LT evaluation was made following instillation of one drop of treatment solution followed by observation until the blur produced by the solution had resolved. Observation times were standardized at 1 minute, 5 minutes, 15 minutes, 60 minutes and when possible, 180 minutes. Subjects presenting tear film conditions without detectable difference between eyes were selected, and one eye was evaluated with a control solution and the other with the test solution. Tests were of double blind design. Minor changes to the procedure described above are given in the examples.

EXAMPLE 1

This example sets forth a generalized procedure for the make-up of phospholipid test solutions and identifies test solutions used in the examples that follow.

A test phospholipid in a desired concentration was added to one liter of a borate buffered (pH 7.2), sorbic acid stabilized physiological saline (0.9% NaCl in sterile deionized water) with stirring. While stirring, the mixture was heated to a temperature immediately above the melting point of the test phospholipid to assist in its distribution in the saline. The mixture was maintained at elevated temperature with stirring for a time sufficient for the formation of a thickened and stable emulsion. This time typically varied from 20 to 60 minutes. The emulsion was then cooled to 24 C.

Test solutions prepared in accordance with the above procedure, controls used, and codes assigned to test solutions follow:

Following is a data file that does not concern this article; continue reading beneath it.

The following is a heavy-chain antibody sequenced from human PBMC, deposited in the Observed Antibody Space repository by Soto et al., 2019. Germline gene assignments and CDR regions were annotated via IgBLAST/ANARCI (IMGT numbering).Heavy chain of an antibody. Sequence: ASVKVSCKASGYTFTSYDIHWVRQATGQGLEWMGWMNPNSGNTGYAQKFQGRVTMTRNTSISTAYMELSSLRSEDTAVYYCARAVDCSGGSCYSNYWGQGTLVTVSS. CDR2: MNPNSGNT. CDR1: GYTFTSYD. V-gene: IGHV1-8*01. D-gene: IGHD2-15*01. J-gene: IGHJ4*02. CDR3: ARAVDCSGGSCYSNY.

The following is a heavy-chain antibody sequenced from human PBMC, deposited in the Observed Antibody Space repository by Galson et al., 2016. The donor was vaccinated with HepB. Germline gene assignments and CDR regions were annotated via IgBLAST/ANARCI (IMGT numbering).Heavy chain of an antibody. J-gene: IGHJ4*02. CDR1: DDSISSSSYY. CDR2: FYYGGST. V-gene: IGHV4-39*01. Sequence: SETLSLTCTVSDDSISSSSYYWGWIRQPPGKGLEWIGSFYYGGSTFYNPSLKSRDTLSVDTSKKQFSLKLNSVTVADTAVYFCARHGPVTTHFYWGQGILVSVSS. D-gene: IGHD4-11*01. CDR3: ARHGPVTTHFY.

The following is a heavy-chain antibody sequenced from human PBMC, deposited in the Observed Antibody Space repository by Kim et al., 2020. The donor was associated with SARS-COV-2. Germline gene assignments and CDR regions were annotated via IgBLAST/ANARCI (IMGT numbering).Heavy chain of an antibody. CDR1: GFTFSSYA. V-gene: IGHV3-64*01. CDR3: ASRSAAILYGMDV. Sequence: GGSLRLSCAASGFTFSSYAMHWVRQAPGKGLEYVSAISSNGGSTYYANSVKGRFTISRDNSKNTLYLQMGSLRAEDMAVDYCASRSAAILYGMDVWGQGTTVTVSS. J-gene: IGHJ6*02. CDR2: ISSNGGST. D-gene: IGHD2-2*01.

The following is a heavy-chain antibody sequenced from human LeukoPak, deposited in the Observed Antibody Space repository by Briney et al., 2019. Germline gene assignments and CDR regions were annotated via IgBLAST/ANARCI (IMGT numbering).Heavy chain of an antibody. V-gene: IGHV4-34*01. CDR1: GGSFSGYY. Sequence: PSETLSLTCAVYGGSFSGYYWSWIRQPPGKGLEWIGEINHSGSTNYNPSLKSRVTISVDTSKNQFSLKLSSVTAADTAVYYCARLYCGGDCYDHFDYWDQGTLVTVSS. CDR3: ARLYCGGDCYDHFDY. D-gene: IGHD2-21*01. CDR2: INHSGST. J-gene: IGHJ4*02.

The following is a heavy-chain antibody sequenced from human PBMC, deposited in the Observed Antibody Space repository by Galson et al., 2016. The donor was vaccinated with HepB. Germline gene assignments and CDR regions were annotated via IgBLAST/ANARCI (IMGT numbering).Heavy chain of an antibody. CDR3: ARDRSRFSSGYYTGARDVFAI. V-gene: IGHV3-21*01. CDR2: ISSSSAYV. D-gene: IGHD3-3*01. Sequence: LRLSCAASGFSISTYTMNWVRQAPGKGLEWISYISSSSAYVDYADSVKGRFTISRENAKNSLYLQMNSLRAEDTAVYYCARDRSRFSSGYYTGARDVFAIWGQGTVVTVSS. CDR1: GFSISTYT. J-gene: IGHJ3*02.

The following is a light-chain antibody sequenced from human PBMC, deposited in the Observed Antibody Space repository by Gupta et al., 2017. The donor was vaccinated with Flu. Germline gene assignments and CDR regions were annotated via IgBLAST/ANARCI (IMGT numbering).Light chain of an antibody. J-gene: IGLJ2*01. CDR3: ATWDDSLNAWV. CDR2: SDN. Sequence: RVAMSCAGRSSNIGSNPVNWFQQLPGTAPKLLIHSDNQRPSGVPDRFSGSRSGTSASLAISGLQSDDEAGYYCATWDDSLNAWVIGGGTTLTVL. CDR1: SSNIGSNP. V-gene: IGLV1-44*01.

______________________________________CPC       A mixed phospholipid emulsion containing     7.0% of a product sold by Fisher Chem-     ical as "Lecithin" and having a composi-     tion determined by analysis as follows:   Lysophosphatidic acid                       0.59%   Phosphatidylglycerol                       1.00%   Lysophosphatidylethanolamine                       0.74%   Phosphatidic acid   7.08%   Cardiolipin         2.14%   Phosphatidylethanolamine                       14.49%   Sphinogomeylin      1.00%   Phosphatidylinositol                       9.58%   Phosphatidylcholine 14.64%   Neutral lipids      balance0.7 CPC   CPC diluted 10 foldCPCO      CPC diluted with 50% of a neutral lipid oil0.7 CPCO  0.7 CPC diluted with 50% of a neutral lipid     oilPG-7      0.7% emulsion of phosphatidylinositolPG-8      0.7% emulsion of phosphatidylglycerolPG-10     0.7% solution of pure phosphatidylcholine     (lecithin)PG-11     0.7% solution of pure phosphatidylcholine     (lecithin) diluted by 50% with neutral     lipidPG-15     0.7% solution of pure cardiolipinPGS       Same as CPC but a second batch10PGS     PGS diluted 10 fold10PGSO    10 PGS diluted with 50% of a neutral lipid     oilHTC       Control solution comprising commercial     artiicial tear product available from     Cooper Vision Pharmaceuticals Inc. believed     to be a solution of water soluble polymer     identified as HypoTears  Dry Eye Sol-     ution.UNC       Control solution comprising commercial     saline product available from Cooper Vision     Pharmaceuticals Inc. and identified as     Unisol  saline solution.TGC       Control solution analyzed as an aqueous     mixture of phospholipids consisting     essentially of a major portion of     phosphatidylcholine and a minor portion of     lysophosphatidylinositol and lyso-     phosphatidylcholine, and a hydroxyethyl     cellulose in a hypotonic vehicle sold under     the trademark TearGard  by Bio Products     Inc.SESC      Sorbic acid preserved saline solution     sold under the trademark Sensitive Eyes       by Bausch and Lomb Inc.______________________________________

PG-7, PG-8, PG-15 and mixtures of these materials in equal concentration constitute the most preferred embodiment of the invention.

EXAMPLE 2

A subject was selected and Break-Up-Time, (BUT), Visual Blur Time (VBT) and Lipid Thickness (LT) were determined prior to adding a test solution to obtain baseline data with the following results obtained: